• Been meaning to see Decalogue as well. I know Criterion just released a blu-ray edition of the series; I’m hoping to get my hands upon the collection soon.

      • It’s such an ambitious undertaking. But he wasn’t a filmmaker bothered with the conventional. I think that will always be one of his greatest qualities. Oh and Red…you definitely need to see it.

    • It’s so unique Ruth. Kieslowski does so much both narratively and visually to keep you thinking. I’ll be posting the review of the second film shortly.

      • I definitely will check out the trilogy at some point Keith.

        P.S. Check your email, hope you wouldn’t mind being a guest for Dec Five for the Fifth 😉

      • Awesome. Would love to hear your thoughts on it. I posted my take on the second film of the trilogy today and will talk about the third tomorrow.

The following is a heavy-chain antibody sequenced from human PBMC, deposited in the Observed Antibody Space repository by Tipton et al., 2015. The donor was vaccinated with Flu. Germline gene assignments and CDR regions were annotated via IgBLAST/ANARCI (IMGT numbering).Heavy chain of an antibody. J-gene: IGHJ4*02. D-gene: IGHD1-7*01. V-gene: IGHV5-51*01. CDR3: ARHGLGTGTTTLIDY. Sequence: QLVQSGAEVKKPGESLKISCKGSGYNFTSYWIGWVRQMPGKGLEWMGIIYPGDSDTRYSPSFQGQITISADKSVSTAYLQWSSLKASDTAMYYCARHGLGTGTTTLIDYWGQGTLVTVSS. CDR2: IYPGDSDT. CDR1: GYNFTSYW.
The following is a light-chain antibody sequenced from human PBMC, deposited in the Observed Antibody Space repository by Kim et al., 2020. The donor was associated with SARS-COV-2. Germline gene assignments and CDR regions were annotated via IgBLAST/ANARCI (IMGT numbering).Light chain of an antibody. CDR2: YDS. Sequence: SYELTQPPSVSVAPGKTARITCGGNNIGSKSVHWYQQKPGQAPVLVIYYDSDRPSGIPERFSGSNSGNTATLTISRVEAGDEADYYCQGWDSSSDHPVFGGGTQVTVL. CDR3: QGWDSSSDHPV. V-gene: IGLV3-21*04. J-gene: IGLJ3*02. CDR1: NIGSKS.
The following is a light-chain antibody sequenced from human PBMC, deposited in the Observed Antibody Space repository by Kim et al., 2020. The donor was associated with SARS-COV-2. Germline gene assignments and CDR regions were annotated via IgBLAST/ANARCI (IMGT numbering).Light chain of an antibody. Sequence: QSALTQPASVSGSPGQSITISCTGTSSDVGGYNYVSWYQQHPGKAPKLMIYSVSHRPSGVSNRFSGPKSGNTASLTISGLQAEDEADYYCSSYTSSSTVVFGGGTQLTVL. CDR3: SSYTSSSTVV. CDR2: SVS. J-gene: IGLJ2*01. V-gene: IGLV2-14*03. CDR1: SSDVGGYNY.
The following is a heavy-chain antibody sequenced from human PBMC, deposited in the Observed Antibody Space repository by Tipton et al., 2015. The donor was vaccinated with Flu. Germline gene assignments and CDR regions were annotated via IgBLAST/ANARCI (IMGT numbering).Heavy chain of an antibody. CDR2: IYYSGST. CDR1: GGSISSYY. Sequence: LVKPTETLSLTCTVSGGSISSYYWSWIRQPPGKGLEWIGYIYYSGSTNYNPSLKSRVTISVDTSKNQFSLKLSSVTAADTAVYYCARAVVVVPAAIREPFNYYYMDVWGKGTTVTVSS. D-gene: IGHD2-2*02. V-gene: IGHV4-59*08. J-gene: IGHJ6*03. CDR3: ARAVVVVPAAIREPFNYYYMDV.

I saw your email and I remember doing it several months back. But I sure don’t mind doing it again if needed.

  3. This a great review! I had no idea Kieslowski based these 3 on the French flag colors, having read so little of “Three Colors” on other sources. Juliette Binoche masters any role she’s given and Julie is surely no different. Would love to see Blue again now.

Leave a Reply

Fill in your details below or click an icon to log in: Logo

You are commenting using your account. Log Out /  Change )

Twitter picture

You are commenting using your Twitter account. Log Out /  Change )

Facebook photo

You are commenting using your Facebook account. Log Out /  Change )

Connecting to %s